A second problem with the argument that sex dolls should be banned irrespective of any harm associated with their use is that it effectively represents an attempt to outlaw not the dolls themselves, but rather the sexual thoughts and private behaviors of the dolls’ owners. This should be profoundly concerning to other sexual minorities whose private thoughts and behaviors politicians would also like to be able to police. Without suggesting that the concerns of sex doll owners are in any sense equivalent to the struggles of other sexual minorities, lawmakers are only too ready to use similar smear tactics against both. Examples of this include how consensual sex workers paid the price of FOSTA, a law that falsely associated them with child sex trafficking, and how the Trump administration’s recent overt attacks on the transgender community have been stoked by transphobic stories about pedophiles disguised as women invading women’s bathrooms.
How sex dolls could help protect children
You can still believe that sex dolls are immoral, while stopping short of arguing for an unconditional ban. You can feel that people who use them are creepy, and that they should be disliked and shunned. You can maintain that there should be limits on how and where the dolls are sold and used. But it remains possible to believe all of those things, while still accepting that it would be worth accepting sex dolls in our society if it could be shown that they are indeed like a punching bag—a way of containing the social problem of pedophilia that can prevent at least some real children from being sexually abused. So far, this remains an open scientific question.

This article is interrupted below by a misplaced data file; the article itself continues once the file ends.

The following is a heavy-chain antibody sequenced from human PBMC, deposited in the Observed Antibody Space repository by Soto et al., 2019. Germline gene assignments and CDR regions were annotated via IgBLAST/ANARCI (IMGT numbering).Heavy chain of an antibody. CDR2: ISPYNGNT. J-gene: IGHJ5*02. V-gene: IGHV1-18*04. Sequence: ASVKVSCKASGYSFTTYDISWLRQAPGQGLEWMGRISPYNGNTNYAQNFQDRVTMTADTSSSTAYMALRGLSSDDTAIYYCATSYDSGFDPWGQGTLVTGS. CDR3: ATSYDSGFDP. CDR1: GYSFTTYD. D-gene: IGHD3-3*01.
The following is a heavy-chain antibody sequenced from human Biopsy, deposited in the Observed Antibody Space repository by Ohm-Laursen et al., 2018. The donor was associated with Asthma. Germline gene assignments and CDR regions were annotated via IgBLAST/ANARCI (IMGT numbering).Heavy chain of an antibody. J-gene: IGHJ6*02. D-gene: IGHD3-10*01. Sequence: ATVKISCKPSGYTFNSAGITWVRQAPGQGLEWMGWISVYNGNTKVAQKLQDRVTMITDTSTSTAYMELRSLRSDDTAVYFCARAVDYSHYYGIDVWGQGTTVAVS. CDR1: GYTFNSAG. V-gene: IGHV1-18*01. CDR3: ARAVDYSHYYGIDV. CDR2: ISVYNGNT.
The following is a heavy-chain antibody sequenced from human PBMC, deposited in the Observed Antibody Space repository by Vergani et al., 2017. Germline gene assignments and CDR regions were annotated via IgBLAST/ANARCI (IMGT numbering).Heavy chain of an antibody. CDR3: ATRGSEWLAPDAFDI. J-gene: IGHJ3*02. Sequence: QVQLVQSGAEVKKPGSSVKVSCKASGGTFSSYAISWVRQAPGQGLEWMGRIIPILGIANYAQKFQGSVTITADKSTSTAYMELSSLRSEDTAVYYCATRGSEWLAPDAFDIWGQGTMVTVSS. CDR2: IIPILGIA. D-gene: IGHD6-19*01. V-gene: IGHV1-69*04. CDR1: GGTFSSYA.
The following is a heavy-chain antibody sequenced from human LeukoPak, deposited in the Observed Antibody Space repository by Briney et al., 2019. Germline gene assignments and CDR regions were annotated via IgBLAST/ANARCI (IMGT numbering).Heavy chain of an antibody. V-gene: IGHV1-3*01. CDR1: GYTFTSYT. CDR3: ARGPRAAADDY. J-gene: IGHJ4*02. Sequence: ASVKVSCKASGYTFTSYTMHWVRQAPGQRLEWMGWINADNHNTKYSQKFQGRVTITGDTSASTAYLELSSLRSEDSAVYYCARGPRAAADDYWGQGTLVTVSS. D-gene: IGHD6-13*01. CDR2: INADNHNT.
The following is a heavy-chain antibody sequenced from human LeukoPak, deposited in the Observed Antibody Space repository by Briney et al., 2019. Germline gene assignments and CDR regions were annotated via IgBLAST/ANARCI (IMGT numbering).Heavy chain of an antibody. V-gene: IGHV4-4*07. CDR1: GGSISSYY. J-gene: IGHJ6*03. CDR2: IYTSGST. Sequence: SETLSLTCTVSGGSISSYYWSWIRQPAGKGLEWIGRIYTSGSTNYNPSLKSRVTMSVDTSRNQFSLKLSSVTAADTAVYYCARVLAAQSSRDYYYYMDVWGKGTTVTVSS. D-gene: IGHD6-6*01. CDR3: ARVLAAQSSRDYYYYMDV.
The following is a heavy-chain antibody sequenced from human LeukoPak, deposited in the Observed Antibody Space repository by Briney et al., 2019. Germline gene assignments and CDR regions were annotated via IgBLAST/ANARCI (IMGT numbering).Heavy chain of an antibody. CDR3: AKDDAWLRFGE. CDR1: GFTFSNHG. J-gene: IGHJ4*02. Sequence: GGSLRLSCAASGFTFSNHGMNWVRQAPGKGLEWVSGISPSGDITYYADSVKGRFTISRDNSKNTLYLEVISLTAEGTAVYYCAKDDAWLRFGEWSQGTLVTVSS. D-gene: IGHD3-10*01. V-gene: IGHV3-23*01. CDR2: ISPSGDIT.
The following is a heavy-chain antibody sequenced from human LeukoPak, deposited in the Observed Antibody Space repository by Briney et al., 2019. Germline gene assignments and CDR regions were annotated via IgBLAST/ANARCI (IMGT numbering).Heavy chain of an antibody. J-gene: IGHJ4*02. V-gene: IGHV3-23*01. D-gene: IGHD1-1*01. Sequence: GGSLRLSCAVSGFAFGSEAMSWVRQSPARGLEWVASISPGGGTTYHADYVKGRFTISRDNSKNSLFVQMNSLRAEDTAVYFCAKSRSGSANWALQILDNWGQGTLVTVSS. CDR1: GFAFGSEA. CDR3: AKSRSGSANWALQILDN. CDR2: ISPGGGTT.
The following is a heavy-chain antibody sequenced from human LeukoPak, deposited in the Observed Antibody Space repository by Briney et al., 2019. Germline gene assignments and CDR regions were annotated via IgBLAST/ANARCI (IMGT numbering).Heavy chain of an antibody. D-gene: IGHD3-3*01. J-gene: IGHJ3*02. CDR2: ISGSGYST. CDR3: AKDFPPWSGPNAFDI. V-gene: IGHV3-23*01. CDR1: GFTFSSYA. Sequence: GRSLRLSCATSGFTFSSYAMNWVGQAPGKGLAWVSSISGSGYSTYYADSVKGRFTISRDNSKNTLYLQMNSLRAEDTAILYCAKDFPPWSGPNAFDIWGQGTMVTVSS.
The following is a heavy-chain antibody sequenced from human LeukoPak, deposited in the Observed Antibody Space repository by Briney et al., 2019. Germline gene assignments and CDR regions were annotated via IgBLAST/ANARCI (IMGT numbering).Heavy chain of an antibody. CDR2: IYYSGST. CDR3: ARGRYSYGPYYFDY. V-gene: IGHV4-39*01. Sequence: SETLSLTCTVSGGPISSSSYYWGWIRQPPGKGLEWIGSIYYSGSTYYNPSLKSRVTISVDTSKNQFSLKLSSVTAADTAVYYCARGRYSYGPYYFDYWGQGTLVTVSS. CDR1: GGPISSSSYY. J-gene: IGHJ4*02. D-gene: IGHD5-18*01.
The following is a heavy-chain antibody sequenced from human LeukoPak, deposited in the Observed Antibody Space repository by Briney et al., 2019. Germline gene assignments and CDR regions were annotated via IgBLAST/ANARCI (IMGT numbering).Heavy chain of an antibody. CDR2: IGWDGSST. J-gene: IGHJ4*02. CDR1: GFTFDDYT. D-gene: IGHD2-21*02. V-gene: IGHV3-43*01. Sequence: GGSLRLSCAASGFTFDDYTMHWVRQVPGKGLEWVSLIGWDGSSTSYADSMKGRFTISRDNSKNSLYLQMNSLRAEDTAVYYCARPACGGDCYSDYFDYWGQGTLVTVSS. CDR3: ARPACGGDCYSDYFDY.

That those behind the CREEPER Act seem to show no interest in looking into this question is because facts, in this case, are beside the point. Representative Donovan knows that emotions speak to people more loudly than facts. He knows that one of the best ways he can stir up emotions for political gain is by introducing a law that raises (and purports to vanquish) the spectre of doll-toting pedophiles. He also knows that most people won’t care to investigate further and discover that the law will be ineffective in saving children from abuse. These are the same textbook tactics that many other politicians before him have adopted, using the taboo around pedophilia to drive a hidden agenda, or to simply build their own political capital.